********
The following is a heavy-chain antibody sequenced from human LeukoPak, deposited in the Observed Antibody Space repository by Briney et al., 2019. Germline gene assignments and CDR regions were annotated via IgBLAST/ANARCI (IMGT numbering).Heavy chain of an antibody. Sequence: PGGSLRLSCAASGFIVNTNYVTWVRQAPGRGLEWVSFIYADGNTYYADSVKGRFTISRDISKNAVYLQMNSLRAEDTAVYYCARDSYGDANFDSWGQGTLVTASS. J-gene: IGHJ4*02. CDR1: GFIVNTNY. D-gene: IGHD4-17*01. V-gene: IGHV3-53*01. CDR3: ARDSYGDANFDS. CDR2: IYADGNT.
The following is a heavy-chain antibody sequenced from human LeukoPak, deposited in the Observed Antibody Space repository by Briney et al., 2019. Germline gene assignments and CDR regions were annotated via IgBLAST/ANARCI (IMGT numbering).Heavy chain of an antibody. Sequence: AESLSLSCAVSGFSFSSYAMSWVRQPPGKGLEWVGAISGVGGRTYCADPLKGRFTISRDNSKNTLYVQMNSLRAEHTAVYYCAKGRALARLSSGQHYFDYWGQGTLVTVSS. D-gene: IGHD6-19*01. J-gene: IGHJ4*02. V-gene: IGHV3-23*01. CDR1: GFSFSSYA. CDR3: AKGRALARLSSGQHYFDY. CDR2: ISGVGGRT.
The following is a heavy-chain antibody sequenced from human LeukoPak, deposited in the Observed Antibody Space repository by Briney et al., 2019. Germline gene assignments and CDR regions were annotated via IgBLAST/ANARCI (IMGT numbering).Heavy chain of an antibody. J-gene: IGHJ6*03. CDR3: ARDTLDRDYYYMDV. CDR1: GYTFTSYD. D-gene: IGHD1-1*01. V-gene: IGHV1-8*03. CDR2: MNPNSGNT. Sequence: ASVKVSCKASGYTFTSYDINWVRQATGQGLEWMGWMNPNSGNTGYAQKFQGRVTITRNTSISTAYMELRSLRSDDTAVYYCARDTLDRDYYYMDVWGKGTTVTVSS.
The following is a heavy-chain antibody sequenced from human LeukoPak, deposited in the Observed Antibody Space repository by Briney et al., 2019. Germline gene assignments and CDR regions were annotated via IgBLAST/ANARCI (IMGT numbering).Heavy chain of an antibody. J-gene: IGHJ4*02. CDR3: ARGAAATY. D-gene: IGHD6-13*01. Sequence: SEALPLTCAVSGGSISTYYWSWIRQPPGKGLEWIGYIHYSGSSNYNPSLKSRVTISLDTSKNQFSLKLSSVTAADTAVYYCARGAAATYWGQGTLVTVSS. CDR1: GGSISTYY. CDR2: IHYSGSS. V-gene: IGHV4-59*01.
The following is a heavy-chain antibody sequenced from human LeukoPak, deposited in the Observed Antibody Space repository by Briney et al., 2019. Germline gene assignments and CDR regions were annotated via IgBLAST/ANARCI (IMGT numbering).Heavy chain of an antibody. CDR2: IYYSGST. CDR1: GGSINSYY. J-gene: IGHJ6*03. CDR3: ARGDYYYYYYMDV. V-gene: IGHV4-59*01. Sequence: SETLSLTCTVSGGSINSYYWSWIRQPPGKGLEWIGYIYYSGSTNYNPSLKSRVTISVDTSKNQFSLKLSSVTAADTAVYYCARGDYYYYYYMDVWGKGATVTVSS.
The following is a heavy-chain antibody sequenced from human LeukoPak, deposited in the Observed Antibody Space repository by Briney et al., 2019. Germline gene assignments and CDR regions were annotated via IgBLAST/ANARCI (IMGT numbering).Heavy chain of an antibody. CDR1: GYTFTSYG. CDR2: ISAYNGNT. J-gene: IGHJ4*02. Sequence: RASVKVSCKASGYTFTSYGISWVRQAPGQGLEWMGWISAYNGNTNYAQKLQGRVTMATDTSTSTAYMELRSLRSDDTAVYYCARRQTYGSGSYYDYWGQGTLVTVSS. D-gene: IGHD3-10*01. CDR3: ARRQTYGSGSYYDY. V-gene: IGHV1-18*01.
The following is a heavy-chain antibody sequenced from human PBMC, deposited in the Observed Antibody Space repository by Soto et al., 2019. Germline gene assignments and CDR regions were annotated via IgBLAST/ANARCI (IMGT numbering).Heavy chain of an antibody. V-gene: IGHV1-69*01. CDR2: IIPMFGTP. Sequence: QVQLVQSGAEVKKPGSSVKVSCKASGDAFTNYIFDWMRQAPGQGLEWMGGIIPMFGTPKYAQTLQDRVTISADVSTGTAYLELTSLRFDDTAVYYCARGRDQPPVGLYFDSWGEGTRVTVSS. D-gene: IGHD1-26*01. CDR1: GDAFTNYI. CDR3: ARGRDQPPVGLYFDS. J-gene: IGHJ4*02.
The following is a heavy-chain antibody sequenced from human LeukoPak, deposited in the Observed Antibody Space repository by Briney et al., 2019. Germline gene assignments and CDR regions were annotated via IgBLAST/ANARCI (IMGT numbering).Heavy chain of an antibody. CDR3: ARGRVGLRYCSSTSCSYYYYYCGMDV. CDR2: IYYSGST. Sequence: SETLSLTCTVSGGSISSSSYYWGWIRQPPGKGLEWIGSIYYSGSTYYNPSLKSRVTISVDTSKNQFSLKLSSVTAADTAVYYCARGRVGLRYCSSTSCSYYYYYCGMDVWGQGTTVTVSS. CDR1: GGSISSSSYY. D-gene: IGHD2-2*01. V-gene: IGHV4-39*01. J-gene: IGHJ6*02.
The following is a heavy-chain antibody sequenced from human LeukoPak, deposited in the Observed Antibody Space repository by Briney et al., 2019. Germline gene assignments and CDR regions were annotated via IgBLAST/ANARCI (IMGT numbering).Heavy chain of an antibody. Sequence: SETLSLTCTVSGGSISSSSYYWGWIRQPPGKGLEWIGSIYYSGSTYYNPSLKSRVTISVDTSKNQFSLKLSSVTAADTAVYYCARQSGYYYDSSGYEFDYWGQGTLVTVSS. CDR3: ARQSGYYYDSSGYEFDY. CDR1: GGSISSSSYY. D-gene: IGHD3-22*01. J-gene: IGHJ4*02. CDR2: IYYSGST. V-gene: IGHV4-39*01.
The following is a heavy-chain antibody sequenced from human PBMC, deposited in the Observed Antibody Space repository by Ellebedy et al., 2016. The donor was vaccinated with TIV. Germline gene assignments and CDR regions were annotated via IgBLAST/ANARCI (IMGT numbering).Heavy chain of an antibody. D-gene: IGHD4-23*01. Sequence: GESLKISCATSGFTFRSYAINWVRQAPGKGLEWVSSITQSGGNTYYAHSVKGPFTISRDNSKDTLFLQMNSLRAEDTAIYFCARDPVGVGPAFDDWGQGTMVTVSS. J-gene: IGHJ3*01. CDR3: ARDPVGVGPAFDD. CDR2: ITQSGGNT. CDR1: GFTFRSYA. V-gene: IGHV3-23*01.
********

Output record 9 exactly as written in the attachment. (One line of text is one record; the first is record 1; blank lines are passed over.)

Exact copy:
The following is a heavy-chain antibody sequenced from human LeukoPak, deposited in the Observed Antibody Space repository by Briney et al., 2019. Germline gene assignments and CDR regions were annotated via IgBLAST/ANARCI (IMGT numbering).Heavy chain of an antibody. Sequence: SETLSLTCTVSGGSISSSSYYWGWIRQPPGKGLEWIGSIYYSGSTYYNPSLKSRVTISVDTSKNQFSLKLSSVTAADTAVYYCARQSGYYYDSSGYEFDYWGQGTLVTVSS. CDR3: ARQSGYYYDSSGYEFDY. CDR1: GGSISSSSYY. D-gene: IGHD3-22*01. J-gene: IGHJ4*02. CDR2: IYYSGST. V-gene: IGHV4-39*01.